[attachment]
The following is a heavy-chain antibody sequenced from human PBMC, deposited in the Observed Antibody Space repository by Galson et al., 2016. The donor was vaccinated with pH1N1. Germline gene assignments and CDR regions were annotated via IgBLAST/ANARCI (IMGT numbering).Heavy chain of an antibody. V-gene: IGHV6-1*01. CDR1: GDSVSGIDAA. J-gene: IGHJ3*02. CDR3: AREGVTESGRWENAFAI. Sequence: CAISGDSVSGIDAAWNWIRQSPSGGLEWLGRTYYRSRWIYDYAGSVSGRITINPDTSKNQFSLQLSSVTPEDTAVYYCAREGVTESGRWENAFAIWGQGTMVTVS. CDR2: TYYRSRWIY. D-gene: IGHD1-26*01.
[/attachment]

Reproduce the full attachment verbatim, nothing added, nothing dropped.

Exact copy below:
The following is a heavy-chain antibody sequenced from human PBMC, deposited in the Observed Antibody Space repository by Galson et al., 2016. The donor was vaccinated with pH1N1. Germline gene assignments and CDR regions were annotated via IgBLAST/ANARCI (IMGT numbering).Heavy chain of an antibody. V-gene: IGHV6-1*01. CDR1: GDSVSGIDAA. J-gene: IGHJ3*02. CDR3: AREGVTESGRWENAFAI. Sequence: CAISGDSVSGIDAAWNWIRQSPSGGLEWLGRTYYRSRWIYDYAGSVSGRITINPDTSKNQFSLQLSSVTPEDTAVYYCAREGVTESGRWENAFAIWGQGTMVTVS. CDR2: TYYRSRWIY. D-gene: IGHD1-26*01.